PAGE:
When love troubles and fears of inevitable spinsterhood hit hard for Vv Magazine’s resident #Tinderella, Vicki Hogarth, the 30-something-year-old “sorta-kinda single lady” turns to an unlikely online source for her latest round of digital age dating adventures: dating advice from @RogersHelps on Twitter. Yes, sometimes your Internet supplier can also supply you with life-changing wisdom when it comes to your love life.
I barrel around the corner from the elevator careening, surfer girl-style, into the lobby. My socked-feet slide to a halt like they’ve trained for years at pro level for this very specific sport of my own invention. It doesn’t occur to me that my slightly chocolate-stained sweatsuit will strike anyone as strange in my Queen West building, but my dramatic entrance at least surprises the good-looking guy in business-appropriate “casual Friday” attire. He stops, mid-sentence, while speaking with Roy, the building’s most beloved doorman. He gestures for me to take my turn. Clearly, something must be incredibly important — or why else would I race into the lobby like I’d been caught half-dressed in a fire drill?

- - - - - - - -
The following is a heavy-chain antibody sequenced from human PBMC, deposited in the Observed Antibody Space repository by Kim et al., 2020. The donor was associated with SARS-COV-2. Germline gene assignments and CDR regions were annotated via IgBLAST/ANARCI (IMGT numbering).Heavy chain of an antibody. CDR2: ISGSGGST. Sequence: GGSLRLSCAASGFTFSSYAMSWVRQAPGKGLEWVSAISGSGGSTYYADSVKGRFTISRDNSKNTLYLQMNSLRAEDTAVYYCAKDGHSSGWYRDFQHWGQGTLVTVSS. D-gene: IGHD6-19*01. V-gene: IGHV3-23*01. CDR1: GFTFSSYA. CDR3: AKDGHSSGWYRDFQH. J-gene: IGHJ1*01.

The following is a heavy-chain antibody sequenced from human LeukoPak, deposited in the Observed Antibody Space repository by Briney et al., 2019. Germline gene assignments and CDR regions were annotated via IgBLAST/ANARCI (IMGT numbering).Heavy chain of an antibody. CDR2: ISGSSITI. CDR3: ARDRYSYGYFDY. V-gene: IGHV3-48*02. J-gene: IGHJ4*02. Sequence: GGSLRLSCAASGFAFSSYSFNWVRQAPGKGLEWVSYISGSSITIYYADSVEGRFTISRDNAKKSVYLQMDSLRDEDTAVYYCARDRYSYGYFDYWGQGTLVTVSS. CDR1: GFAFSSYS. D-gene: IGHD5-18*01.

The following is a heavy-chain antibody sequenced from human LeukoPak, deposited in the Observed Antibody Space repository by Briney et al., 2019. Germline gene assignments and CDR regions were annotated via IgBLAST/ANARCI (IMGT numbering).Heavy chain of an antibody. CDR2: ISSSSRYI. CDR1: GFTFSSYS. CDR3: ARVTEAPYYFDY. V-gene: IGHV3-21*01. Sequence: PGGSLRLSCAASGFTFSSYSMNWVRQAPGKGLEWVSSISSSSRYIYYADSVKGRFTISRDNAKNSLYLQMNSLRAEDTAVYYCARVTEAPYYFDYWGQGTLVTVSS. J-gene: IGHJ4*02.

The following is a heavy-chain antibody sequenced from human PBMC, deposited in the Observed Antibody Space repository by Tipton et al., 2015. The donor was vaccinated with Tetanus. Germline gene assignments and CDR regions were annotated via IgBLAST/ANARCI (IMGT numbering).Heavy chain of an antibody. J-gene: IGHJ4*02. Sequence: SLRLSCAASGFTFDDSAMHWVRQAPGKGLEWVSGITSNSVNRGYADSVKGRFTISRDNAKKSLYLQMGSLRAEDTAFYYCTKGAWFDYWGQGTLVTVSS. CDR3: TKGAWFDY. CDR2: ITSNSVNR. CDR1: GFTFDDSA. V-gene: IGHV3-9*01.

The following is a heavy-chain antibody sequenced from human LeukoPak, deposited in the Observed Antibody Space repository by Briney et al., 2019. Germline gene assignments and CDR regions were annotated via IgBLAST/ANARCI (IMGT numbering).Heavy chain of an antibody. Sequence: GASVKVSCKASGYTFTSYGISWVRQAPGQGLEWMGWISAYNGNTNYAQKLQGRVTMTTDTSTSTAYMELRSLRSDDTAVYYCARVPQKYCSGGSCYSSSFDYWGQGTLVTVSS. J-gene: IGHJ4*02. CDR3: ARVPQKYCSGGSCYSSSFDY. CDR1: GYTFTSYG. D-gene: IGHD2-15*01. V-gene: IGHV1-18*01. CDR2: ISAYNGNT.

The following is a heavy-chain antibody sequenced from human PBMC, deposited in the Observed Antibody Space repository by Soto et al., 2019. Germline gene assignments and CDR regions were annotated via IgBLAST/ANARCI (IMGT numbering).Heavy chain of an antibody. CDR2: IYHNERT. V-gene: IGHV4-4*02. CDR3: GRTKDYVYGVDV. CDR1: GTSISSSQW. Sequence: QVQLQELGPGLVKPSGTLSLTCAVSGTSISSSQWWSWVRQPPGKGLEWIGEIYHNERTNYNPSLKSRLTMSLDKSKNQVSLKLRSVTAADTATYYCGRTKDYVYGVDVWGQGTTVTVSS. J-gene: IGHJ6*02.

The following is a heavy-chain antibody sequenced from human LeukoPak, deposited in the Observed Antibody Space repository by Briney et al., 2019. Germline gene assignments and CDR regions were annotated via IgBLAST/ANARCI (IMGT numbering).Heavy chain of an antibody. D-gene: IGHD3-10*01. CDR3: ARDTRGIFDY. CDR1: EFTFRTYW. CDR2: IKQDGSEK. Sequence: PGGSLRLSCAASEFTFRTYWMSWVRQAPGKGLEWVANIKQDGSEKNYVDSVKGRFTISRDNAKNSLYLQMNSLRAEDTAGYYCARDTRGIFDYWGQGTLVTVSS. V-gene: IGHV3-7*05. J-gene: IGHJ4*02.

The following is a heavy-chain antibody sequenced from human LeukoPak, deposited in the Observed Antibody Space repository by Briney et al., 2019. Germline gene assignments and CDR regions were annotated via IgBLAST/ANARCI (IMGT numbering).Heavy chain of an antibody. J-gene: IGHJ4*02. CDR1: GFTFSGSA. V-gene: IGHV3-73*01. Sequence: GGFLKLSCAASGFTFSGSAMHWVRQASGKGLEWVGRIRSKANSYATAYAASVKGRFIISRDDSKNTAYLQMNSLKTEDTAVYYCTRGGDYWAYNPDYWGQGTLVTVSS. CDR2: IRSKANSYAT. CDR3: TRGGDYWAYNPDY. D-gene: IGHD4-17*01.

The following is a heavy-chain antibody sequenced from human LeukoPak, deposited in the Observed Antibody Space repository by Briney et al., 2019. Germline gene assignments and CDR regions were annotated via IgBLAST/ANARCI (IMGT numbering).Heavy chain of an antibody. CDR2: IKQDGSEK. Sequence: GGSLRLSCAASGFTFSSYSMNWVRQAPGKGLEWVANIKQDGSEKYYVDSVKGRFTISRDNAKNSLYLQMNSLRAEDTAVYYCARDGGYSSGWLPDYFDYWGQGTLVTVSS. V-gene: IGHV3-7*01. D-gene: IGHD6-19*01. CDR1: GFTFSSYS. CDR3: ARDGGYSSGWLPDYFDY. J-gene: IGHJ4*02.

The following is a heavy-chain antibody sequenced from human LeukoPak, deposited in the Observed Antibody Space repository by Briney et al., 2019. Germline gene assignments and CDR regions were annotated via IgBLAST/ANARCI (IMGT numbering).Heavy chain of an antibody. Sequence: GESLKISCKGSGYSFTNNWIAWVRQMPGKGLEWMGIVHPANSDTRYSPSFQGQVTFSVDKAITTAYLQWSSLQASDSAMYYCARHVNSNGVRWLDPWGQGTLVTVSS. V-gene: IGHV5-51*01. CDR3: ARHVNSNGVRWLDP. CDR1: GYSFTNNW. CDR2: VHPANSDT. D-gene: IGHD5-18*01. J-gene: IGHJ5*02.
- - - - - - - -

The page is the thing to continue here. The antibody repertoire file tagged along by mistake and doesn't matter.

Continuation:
“Oh,” I say excitedly, failing to project non-chalance. “Roy knows why I’m here,” I continue, and the good-looking man waits to hear more, assuming it must be urgent. “I just wanted to check if the people who reserved the party room cancelled.”
“No, they’re in there right now,” Roy smirks, because I was already down here two hours ago, inquiring about the room’s availability.
“Gaaaaaaaawhhhh!” I scream dramatically, mostly to entertain Roy, because I pretend that he loves that I watch TV in the party room without a gaggle of friends to make it an actual party. “What kind of loser books the party room on a Friday night… besides me?!”
Roy laughs, and I tell him it’s okay. I’ll illegally stream what I want to watch on my computer later.
“What do you want to watch on TV so badly?” asks the good-looking guy in the elevator as we head to the same floor. Apparently he is my neighbour.